EnviroWaste boosts composting capacity to bite into food waste

With the final touches being applied to a purpose-built receivals building and engineered compost system trenches at EnviroWaste’s Hampton Downs facility, the company is set to boost its organic processing capacity to 20,000 tonnes per annum by 2020.

That’s a big leap from the 4,000 tonnes we processed in 2015, reflecting cross-industry uptake of sustainability initiatives to divert organics and recyclables from landfill, as well as council-led initiatives plotting a waste-free future.

What’s also good, is that demand for processed organic outputs – compost and liquid fertiliser – currently outstrips supply. Horticulturists and large-scale farming operations, among others, want compost and chemical-free fertilisers to replace nitrogen heavy soil additives.

For years now, EnviroWaste has collected green waste from company transfer stations in Auckland and Hamilton, and residential kerbside food waste and inedible food from commercial customers, processing it at our composting and vermiculture (worm farm) facility in Hampton Downs.

Our composting system uses German technology called GORE – a bunker system that creates a moist, oxygen-rich environment for microbes to convert waste to compost.

However, the latest capacity upgrade to our organics processing operation is designed specifically for odorous food waste. The new system sees trucks drive inside a receivals building with negative internal air pressure, designed to contain odours. Once unloaded, the organic matter is shredded inside the building and deposited in an engineered compost system bunker, where computer-controlled temperature and oxygenation accelerates degradation to the point that organic material is sufficiently stable for transfer to the GORE system.

The net result is a significant uptick in EnviroWaste’s organics processing capacity. There’s more to come, too, given the volume of organic material currently lost to landfill.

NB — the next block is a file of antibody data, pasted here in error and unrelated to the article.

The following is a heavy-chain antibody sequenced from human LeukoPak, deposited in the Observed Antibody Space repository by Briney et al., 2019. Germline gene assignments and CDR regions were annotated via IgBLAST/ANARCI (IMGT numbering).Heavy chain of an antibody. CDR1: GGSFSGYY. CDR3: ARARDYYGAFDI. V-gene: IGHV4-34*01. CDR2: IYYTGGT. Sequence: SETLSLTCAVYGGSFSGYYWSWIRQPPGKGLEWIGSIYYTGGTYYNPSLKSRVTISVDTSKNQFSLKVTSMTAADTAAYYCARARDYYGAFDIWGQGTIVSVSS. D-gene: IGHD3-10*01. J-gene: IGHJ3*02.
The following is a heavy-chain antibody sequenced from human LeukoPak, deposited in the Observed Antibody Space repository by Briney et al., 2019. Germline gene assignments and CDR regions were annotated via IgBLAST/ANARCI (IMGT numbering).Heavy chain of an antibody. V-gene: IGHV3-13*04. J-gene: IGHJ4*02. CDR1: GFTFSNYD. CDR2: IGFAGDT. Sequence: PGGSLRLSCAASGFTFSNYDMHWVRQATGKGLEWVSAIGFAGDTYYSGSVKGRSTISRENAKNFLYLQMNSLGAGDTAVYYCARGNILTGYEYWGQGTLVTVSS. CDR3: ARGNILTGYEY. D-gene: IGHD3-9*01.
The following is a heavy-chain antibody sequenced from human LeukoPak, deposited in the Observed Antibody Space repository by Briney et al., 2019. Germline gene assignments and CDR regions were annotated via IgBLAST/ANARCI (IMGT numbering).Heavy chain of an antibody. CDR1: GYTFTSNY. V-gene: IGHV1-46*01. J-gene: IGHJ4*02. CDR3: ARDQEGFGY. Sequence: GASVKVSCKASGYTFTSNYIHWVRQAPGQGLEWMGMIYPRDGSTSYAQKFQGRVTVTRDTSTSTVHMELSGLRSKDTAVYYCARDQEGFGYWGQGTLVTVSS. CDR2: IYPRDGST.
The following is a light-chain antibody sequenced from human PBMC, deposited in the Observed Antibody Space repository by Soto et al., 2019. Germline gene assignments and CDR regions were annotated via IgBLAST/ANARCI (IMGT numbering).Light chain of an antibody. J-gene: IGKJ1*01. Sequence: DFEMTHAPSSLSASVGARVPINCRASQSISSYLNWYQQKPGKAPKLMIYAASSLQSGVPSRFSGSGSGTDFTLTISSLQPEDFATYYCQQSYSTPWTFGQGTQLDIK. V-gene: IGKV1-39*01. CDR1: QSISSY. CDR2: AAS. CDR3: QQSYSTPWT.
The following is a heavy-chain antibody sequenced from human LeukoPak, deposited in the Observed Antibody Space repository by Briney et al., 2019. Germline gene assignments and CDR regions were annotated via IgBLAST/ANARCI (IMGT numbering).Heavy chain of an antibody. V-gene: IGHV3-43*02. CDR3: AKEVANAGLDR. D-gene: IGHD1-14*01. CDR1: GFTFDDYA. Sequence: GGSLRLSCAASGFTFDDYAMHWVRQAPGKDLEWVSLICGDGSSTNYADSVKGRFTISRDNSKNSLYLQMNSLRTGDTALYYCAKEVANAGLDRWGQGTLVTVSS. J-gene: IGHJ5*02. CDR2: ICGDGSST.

Each year in New Zealand 2.5 million tonnes of waste goes to landfill

That represents around four percent of the country’s total carbon emissions – most of which is from food and organic waste.

When it comes to food, we’re a nation of wasters. Each week we throw out around 13% of the food we buy, representing a $1.8 billion food waste problem. Granted, some discarded food ends up in a compost bin, but the lion’s share goes to landfill where it rots, releasing methane – a greenhouse gas – which harms the environment.

A waste audit undertaken by Tauranga City Council last year shows that two-thirds (66%) of kerbside waste had the potential to be recycled or composted. The biggest culprit was organic waste, with 48.5% of the rubbish being compostable.

Tauranga City Council’s planned roll-out of a rates-funded kerbside food scraps, recycling and rubbish service in 2021 can’t come soon enough. Further north, Auckland Council is also set to introduce a kerb-side food scraps collection following a successful trial introduced in Papakura in 2018 – a key component in Auckland Council's push to get the region waste free by 2040.

Piling into commercial food waste 

While household food waste is easily managed through composting, in the commercial world, most waste from restaurants and food operators ends up in landfill.

Capturing this organic waste isn’t cheap, requiring organisations to invest in separation and capture, and processors like EnviroWaste, to scale up capacity to deal with newly separated material.

However, economics improve as councils roll-out kerbside food scraps collection services and the government increases the waste disposal levy on every tonne of rubbish entering a landfill.

Inevitably, both city residents and private sector organisations will shoulder some of the cost to support new collection schemes. But good things are happening – it just takes time and broader recognition that slashing the volume of compostable material ending up in landfill puts carbon back in the soil and reduces methane. Worms love it, too!

By Carl King, General Manager Post Collection, EnviroWaste

Pictured below: EnviroWaste's composting facility at Hampton Downs

Hampton Organics Plant 2